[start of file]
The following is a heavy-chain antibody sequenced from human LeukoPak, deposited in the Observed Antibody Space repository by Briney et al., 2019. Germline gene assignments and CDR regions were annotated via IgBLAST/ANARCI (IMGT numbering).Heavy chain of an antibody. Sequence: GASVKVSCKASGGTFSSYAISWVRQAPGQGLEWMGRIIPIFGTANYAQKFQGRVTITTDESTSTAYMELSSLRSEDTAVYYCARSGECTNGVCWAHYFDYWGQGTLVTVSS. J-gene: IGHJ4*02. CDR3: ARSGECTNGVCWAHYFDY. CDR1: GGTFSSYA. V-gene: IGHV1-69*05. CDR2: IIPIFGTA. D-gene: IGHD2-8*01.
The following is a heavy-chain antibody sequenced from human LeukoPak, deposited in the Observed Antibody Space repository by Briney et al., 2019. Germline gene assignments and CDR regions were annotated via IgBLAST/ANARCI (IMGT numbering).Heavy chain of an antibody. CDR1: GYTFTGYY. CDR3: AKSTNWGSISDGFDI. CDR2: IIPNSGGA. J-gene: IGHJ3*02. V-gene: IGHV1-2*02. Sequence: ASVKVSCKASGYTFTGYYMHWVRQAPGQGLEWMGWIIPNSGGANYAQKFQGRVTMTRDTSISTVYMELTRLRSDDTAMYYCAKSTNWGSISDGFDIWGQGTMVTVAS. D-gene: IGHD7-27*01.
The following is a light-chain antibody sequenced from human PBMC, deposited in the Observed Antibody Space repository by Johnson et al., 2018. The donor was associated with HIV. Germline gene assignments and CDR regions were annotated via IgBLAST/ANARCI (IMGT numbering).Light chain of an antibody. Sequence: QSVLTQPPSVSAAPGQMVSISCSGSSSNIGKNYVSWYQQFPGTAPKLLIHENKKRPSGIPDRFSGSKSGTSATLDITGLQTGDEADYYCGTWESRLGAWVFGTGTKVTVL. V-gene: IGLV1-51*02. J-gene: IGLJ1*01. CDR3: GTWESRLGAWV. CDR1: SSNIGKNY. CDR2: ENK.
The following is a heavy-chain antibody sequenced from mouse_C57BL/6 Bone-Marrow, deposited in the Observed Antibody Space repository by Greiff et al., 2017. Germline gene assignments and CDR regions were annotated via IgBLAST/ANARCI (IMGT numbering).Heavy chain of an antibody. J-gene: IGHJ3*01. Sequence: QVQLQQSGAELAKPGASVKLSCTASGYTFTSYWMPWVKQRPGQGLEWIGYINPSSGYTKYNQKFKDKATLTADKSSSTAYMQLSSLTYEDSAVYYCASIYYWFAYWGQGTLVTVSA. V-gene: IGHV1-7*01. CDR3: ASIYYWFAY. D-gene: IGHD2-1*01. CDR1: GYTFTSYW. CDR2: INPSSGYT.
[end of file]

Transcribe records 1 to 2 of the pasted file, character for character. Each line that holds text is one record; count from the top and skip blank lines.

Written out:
The following is a heavy-chain antibody sequenced from human LeukoPak, deposited in the Observed Antibody Space repository by Briney et al., 2019. Germline gene assignments and CDR regions were annotated via IgBLAST/ANARCI (IMGT numbering).Heavy chain of an antibody. Sequence: GASVKVSCKASGGTFSSYAISWVRQAPGQGLEWMGRIIPIFGTANYAQKFQGRVTITTDESTSTAYMELSSLRSEDTAVYYCARSGECTNGVCWAHYFDYWGQGTLVTVSS. J-gene: IGHJ4*02. CDR3: ARSGECTNGVCWAHYFDY. CDR1: GGTFSSYA. V-gene: IGHV1-69*05. CDR2: IIPIFGTA. D-gene: IGHD2-8*01.
The following is a heavy-chain antibody sequenced from human LeukoPak, deposited in the Observed Antibody Space repository by Briney et al., 2019. Germline gene assignments and CDR regions were annotated via IgBLAST/ANARCI (IMGT numbering).Heavy chain of an antibody. CDR1: GYTFTGYY. CDR3: AKSTNWGSISDGFDI. CDR2: IIPNSGGA. J-gene: IGHJ3*02. V-gene: IGHV1-2*02. Sequence: ASVKVSCKASGYTFTGYYMHWVRQAPGQGLEWMGWIIPNSGGANYAQKFQGRVTMTRDTSISTVYMELTRLRSDDTAMYYCAKSTNWGSISDGFDIWGQGTMVTVAS. D-gene: IGHD7-27*01.